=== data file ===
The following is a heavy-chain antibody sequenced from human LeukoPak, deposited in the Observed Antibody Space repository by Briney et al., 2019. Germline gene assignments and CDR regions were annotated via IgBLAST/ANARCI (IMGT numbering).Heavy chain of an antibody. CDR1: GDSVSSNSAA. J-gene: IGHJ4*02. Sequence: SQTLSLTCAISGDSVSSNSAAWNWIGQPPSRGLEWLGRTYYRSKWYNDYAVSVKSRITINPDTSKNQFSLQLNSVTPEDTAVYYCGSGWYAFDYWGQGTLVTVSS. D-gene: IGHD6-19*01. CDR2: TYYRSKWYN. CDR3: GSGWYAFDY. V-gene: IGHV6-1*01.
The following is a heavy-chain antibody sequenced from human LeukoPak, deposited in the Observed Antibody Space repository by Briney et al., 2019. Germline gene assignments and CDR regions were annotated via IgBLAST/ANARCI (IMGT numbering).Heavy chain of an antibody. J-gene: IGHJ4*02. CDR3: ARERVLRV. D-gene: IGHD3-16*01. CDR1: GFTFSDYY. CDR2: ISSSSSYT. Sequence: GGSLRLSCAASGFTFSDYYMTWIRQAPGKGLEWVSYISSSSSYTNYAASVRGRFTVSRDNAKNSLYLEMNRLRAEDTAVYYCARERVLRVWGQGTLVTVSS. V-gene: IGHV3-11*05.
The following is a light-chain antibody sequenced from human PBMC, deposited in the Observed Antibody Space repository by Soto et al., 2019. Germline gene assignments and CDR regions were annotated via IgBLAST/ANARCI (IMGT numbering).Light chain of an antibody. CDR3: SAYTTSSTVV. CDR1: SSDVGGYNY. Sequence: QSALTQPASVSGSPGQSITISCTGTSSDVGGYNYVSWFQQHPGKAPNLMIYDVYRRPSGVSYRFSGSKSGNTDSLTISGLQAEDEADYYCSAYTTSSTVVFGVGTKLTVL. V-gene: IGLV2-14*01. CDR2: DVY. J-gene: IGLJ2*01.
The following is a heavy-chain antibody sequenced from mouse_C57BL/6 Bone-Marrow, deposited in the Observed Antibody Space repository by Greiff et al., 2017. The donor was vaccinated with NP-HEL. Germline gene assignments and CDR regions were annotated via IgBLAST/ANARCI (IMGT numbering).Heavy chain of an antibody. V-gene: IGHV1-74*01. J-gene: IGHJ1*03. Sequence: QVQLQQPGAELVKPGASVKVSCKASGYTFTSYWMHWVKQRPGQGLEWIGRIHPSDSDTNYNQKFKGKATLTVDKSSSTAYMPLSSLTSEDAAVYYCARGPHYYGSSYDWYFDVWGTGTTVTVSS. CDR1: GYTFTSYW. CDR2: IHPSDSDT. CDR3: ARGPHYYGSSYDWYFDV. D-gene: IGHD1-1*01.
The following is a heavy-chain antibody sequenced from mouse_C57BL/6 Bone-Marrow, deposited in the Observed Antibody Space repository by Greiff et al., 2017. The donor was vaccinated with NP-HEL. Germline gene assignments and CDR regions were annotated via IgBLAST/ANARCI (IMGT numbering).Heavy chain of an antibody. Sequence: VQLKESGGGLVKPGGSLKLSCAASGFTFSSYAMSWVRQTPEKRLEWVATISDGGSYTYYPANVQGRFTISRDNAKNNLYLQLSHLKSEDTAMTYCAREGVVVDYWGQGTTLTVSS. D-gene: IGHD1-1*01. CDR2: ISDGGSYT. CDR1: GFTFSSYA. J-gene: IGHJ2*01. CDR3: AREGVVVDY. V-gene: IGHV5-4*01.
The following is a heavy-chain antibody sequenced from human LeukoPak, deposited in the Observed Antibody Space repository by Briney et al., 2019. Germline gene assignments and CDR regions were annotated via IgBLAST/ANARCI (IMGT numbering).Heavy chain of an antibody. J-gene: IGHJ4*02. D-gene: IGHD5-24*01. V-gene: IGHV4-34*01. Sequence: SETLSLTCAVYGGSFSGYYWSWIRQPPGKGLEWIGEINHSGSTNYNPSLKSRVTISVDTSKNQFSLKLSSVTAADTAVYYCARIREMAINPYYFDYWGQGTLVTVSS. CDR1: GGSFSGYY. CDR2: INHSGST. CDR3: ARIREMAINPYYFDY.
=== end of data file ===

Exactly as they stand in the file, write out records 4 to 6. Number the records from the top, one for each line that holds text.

The following is a heavy-chain antibody sequenced from mouse_C57BL/6 Bone-Marrow, deposited in the Observed Antibody Space repository by Greiff et al., 2017. The donor was vaccinated with NP-HEL. Germline gene assignments and CDR regions were annotated via IgBLAST/ANARCI (IMGT numbering).Heavy chain of an antibody. V-gene: IGHV1-74*01. J-gene: IGHJ1*03. Sequence: QVQLQQPGAELVKPGASVKVSCKASGYTFTSYWMHWVKQRPGQGLEWIGRIHPSDSDTNYNQKFKGKATLTVDKSSSTAYMPLSSLTSEDAAVYYCARGPHYYGSSYDWYFDVWGTGTTVTVSS. CDR1: GYTFTSYW. CDR2: IHPSDSDT. CDR3: ARGPHYYGSSYDWYFDV. D-gene: IGHD1-1*01.
The following is a heavy-chain antibody sequenced from mouse_C57BL/6 Bone-Marrow, deposited in the Observed Antibody Space repository by Greiff et al., 2017. The donor was vaccinated with NP-HEL. Germline gene assignments and CDR regions were annotated via IgBLAST/ANARCI (IMGT numbering).Heavy chain of an antibody. Sequence: VQLKESGGGLVKPGGSLKLSCAASGFTFSSYAMSWVRQTPEKRLEWVATISDGGSYTYYPANVQGRFTISRDNAKNNLYLQLSHLKSEDTAMTYCAREGVVVDYWGQGTTLTVSS. D-gene: IGHD1-1*01. CDR2: ISDGGSYT. CDR1: GFTFSSYA. J-gene: IGHJ2*01. CDR3: AREGVVVDY. V-gene: IGHV5-4*01.
The following is a heavy-chain antibody sequenced from human LeukoPak, deposited in the Observed Antibody Space repository by Briney et al., 2019. Germline gene assignments and CDR regions were annotated via IgBLAST/ANARCI (IMGT numbering).Heavy chain of an antibody. J-gene: IGHJ4*02. D-gene: IGHD5-24*01. V-gene: IGHV4-34*01. Sequence: SETLSLTCAVYGGSFSGYYWSWIRQPPGKGLEWIGEINHSGSTNYNPSLKSRVTISVDTSKNQFSLKLSSVTAADTAVYYCARIREMAINPYYFDYWGQGTLVTVSS. CDR1: GGSFSGYY. CDR2: INHSGST. CDR3: ARIREMAINPYYFDY.